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Meghan Markle has won her privacy and copyright infringement case against the Mail on Sunday, which published extracts of a letter she wrote to her father.
The Duchess of Sussex sued the UK newspaper claiming violations of copyright, privacy, and data protection laws. The UK High Court ruled in Markle’s favour yesterday, December 12, while minor issues over copyright ownership are yet to be resolved.
Justice Mark Warby wrote in his summary judgment yesterday that the Mail’s factual and legal defences “both seem to me to occupy the shadowland between improbability and unreality”.
In February 2019, the Mail on Sunday published extracts of a letter Markle sent to her father, which the judge ruled both violated her privacy and infringed her copyright.
On the copyright issues, the Mail on Sunday owner Associated Newspapers suggested that Jason Knauf, who at the time served as Kensington Palace’s director of communications, may have co-authored the letter and that his involvement meant the letter was covered by Crown copyright.
Warby was unconvinced, writing: “It is not possible to envisage a court concluding that Mr Knauf’s contribution to the work as a whole was more than modest. The suggestion that his contribution generated a separate copyright, as opposed to a joint one is, in my judgment at the very outer margins of what is realistic.”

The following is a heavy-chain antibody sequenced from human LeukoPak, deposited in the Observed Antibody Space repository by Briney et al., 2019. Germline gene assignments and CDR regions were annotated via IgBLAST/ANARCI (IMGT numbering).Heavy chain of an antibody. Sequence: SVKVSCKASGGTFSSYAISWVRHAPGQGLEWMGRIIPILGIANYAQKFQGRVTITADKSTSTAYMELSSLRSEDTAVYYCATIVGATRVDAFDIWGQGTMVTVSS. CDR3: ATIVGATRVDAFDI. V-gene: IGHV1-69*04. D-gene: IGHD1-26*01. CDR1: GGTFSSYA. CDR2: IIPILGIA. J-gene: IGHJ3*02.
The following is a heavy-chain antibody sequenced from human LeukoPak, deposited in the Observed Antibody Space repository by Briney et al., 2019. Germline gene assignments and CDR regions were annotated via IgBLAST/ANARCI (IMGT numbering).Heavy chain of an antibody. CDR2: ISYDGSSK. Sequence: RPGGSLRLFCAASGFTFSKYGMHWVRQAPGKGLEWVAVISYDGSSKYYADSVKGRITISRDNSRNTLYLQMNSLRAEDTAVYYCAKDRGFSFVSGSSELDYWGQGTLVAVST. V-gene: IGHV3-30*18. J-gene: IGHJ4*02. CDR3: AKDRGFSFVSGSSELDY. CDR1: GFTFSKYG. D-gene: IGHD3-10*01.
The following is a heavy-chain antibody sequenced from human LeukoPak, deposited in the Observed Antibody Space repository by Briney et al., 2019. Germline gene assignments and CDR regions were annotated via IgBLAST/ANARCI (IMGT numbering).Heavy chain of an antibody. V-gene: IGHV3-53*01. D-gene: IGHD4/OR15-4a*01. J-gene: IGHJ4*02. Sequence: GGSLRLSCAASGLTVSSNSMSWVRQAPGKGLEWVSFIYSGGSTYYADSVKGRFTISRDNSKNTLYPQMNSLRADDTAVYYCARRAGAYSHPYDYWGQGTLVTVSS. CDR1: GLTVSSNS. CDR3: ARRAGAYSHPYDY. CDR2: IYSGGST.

The issue of whether Knauf is a co-author of the letter will be decided at a later trial, Warby ruled, but the judge noted that this was “of minor significance in the overall context”. If Knauf is found to be a co-author, it would affect the remedies available to Markle on the issues of copyright infringement.
The judge said there was no doubt that Markle’s copyright had been infringed in the Mail on Sunday’s publication of the letter: “ At worst, therefore, the claimant is a co-author of a work of joint authorship, and entitled to relief for infringement of her share in the copyright.”
In a statement, Markle said: “After two long years of pursuing litigation, I am grateful to the courts for holding Associated Newspapers and the Mail on Sunday to account for their illegal and dehumanising practices.
“The world needs reliable, fact-checked, high-quality news. What the Mail on Sunday and its partner publications do is the opposite. We all lose when misinformation sells more than truth, when moral exploitation sells more than decency, and when companies create their business model to profit from people’s pain.
“But, for today, with this comprehensive win on both privacy and copyright, we have all won.”
A spokesperson for Associated Newspapers said: “We are very surprised by today’s summary judgment and disappointed at being denied the chance to have all the evidence heard and tested in open court at a full trial. We are carefully considering the judgment’s contents and will decide in due course whether to lodge an appeal.”
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